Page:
Three police officers who risked their lives by grabbing a knife from a murderer have been hailed for their bravery.
Almost two years on from the tragedy, police chiefs yesterday held a virtual awards ceremony that recognises officers who have shone in the line of duty.
Constables James Will, Alison Davis and Dayle Crawford received a report of a man armed with a baseball bat breaking into Anthony McGladrigan’s house in Cumniestown near Turriff on Wednesday, June 26, 2019.
When they arrived at the rural property they were told by Mr McGladrigan’s wife that a man, Liam Hay, had forced entry, armed himself with a knife and stabbed her husband.
Hay, who stabbed Mr McGladrigan nine times, had been on a five-day drugs binge before the fatal attack.
He had been chasing after a friend, who was given refuge by Mr McGladrigan after he knocked on his door for help.
Police at the scene back in the summer of 2019. At the High Court in Glasgow in 2019, he entered a guilty plea to a murder charge.
Judge Lady Stacey ordered Hay to serve at least 19 years before he could apply for parole but this was later reduced to a minimum of 16 years following an appeal last year.
A Police Scotland spokesman praised the north-east trio for their intervention.
He said: “James, Alison and Dayle entered the property, disarmed and apprehended the male and provided immediate first aid to the victim. Despite their best efforts, the victim tragically succumbed to his injuries.
“James, Alison and Dayle’s initial actions at the scene were exemplary, without regard for their own safety and led to the assailant being rightly convicted of murder.”
Their recognition was part of Police Scotland’s Chief Constable’s Bravery and Excellence Awards.
Detective Constables James Dainton and Alison Fraser from the North East Division claimed an excellence award to help officers work with the deaf community in Aberdeen.
James, who can use sign language, set up drop-in sessions for deaf people and he began a collaboration with Aberdeen School for the Deaf where is considered a role model.
Alison developed a training module, which improved officers’ understanding of the deaf community and provided invaluable knowledge of how best to engage and communicate with the deaf community.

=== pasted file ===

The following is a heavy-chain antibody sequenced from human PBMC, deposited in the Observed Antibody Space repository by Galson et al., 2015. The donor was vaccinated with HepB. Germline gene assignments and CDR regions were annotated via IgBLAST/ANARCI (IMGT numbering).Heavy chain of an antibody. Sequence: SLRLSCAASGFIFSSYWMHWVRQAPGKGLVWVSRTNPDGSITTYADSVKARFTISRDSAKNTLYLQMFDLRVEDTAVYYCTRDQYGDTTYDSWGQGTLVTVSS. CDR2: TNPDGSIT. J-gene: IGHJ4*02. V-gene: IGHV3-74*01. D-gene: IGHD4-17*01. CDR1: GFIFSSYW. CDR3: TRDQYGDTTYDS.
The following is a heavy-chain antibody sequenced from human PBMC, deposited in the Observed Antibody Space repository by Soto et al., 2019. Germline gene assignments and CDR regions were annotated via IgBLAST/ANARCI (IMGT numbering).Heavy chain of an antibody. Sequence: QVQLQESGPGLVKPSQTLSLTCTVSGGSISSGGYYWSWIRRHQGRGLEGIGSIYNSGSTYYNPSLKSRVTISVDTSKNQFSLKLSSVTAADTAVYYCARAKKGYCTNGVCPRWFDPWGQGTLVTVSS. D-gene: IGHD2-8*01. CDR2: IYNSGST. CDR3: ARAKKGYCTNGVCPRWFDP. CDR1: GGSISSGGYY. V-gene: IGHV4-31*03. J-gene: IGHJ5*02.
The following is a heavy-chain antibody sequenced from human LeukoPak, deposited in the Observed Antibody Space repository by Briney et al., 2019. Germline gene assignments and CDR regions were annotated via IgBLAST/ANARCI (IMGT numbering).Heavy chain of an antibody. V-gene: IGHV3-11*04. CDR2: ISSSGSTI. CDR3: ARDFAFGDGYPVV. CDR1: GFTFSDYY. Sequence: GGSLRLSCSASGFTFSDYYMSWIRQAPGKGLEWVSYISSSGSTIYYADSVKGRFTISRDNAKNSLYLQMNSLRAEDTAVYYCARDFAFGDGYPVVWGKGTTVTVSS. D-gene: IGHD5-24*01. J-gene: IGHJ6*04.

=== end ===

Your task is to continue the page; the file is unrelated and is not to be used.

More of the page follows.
James said: “It feels pretty good to be recognised and I’m extremely grateful.
“We tried to do various things to build trust with the service and make sure it is accessible. I’m able to sign so had experience of speaking to the deaf community.
“You don’t do these things to be recognised I did it for the intention of improving equality. To be recognised is good because it what we are doing is extremely useful.”
Chief Constable Iain Livingstone presented 25 bravery awards to 31 police officers and 16 members of the public during the online ceremony.
Mr Livingstone said: “The last 12 months have underlined the relentless and challenging nature of policing.
“Officers and staff are playing a crucial role in supporting the national response to coronavirus. At the same time, they continue to meet the needs of our communities, providing day-to-day policing and responding to a number of demanding and high profile incidents.
“It is an important opportunity to recognise and celebrate the outstanding policing which occurs all over Scotland, day in, day out, and to commend members of the public for the selfless acts of bravery and courage to help their fellow citizens.
“I extend my heartfelt congratulations to all our winners and nominees and thank them for their commitment to public service.
“I’m also grateful to Police Mutual for their continued support of this important event.”
Justice secretary Humza Yousaf said: “The Bravery and Excellence Awards allow us to reflect on selfless acts of courage which have made a real difference to people at their greatest time of need and to recognise the innovative and high-quality work by officers and staff from across the Service, the Scottish Police Authority and other partners.
“I want to thank all the officers, staff and members of the public, who were nominated for awards, for their service and support in these challenging times.
“I have always been proud of the dedication shown by our police officers and police staff, to keep us all safe, and the current pandemic has highlighted that the police workforce is highly adaptable in its response to new challenges.”
Martyn Evans, chairman of the Scottish Police Authority, said: “Congratulations to all winners and to those nominated for awards. These are truly extraordinary times but Police Scotland’s officers and staff continue to excel in challenging circumstances.
“The awards ceremony gives us the opportunity to celebrate just a small number of examples of bravery and courage but we at the Authority acknowledge that examples like these are being carried out across Scotland on a daily basis as officers and staff work alongside partners and members of the public to keep Scotland’s communities safe.”